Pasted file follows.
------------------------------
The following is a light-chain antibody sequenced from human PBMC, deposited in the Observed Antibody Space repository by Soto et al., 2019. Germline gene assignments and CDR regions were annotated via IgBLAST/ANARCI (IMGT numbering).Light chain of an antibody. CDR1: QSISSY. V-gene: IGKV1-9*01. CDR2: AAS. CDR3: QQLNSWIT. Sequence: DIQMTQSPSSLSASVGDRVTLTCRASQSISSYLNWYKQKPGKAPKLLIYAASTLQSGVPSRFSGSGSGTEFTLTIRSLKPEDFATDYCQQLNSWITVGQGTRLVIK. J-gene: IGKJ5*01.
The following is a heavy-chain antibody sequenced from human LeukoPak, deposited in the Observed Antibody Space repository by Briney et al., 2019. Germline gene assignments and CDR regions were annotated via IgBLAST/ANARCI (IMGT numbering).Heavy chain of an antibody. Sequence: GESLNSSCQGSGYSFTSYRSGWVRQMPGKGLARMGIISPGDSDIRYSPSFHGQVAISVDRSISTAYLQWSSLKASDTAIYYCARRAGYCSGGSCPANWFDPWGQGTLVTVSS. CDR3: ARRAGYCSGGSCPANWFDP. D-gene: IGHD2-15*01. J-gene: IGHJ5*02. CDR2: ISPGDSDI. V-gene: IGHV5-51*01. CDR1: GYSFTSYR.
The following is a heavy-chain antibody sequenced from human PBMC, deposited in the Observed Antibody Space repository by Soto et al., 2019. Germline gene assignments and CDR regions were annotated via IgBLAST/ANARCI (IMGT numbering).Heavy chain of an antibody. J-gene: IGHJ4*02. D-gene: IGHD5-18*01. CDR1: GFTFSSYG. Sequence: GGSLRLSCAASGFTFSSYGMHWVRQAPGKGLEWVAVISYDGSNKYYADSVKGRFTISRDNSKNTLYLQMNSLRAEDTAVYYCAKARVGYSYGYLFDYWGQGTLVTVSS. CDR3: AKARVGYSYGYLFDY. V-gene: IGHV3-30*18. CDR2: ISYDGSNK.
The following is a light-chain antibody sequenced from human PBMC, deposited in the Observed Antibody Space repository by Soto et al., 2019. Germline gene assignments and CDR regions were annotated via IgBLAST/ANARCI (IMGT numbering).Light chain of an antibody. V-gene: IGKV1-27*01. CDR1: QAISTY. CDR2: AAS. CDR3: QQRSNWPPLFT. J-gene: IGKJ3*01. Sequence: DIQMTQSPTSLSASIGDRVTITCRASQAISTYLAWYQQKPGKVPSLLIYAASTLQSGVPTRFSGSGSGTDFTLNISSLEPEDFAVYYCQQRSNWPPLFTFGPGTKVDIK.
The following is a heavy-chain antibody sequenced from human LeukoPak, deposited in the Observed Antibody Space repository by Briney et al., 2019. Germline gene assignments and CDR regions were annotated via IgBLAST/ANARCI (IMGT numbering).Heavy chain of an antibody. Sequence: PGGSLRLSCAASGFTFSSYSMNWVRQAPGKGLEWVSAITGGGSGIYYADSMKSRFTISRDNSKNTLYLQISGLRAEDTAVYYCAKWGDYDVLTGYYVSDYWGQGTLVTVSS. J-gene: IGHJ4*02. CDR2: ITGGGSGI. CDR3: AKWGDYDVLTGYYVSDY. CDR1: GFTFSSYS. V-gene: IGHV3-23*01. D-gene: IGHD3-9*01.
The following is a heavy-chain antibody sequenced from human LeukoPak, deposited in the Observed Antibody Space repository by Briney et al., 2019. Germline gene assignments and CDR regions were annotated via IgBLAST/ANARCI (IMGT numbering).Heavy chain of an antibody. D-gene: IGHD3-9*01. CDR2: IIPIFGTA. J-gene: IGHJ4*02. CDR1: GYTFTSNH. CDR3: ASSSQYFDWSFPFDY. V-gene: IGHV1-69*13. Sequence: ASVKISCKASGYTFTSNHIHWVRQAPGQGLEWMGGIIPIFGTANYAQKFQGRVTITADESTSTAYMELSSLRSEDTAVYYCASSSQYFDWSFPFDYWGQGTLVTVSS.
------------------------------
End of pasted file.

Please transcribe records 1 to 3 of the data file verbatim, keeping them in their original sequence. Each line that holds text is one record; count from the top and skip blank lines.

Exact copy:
The following is a light-chain antibody sequenced from human PBMC, deposited in the Observed Antibody Space repository by Soto et al., 2019. Germline gene assignments and CDR regions were annotated via IgBLAST/ANARCI (IMGT numbering).Light chain of an antibody. CDR1: QSISSY. V-gene: IGKV1-9*01. CDR2: AAS. CDR3: QQLNSWIT. Sequence: DIQMTQSPSSLSASVGDRVTLTCRASQSISSYLNWYKQKPGKAPKLLIYAASTLQSGVPSRFSGSGSGTEFTLTIRSLKPEDFATDYCQQLNSWITVGQGTRLVIK. J-gene: IGKJ5*01.
The following is a heavy-chain antibody sequenced from human LeukoPak, deposited in the Observed Antibody Space repository by Briney et al., 2019. Germline gene assignments and CDR regions were annotated via IgBLAST/ANARCI (IMGT numbering).Heavy chain of an antibody. Sequence: GESLNSSCQGSGYSFTSYRSGWVRQMPGKGLARMGIISPGDSDIRYSPSFHGQVAISVDRSISTAYLQWSSLKASDTAIYYCARRAGYCSGGSCPANWFDPWGQGTLVTVSS. CDR3: ARRAGYCSGGSCPANWFDP. D-gene: IGHD2-15*01. J-gene: IGHJ5*02. CDR2: ISPGDSDI. V-gene: IGHV5-51*01. CDR1: GYSFTSYR.
The following is a heavy-chain antibody sequenced from human PBMC, deposited in the Observed Antibody Space repository by Soto et al., 2019. Germline gene assignments and CDR regions were annotated via IgBLAST/ANARCI (IMGT numbering).Heavy chain of an antibody. J-gene: IGHJ4*02. D-gene: IGHD5-18*01. CDR1: GFTFSSYG. Sequence: GGSLRLSCAASGFTFSSYGMHWVRQAPGKGLEWVAVISYDGSNKYYADSVKGRFTISRDNSKNTLYLQMNSLRAEDTAVYYCAKARVGYSYGYLFDYWGQGTLVTVSS. CDR3: AKARVGYSYGYLFDY. V-gene: IGHV3-30*18. CDR2: ISYDGSNK.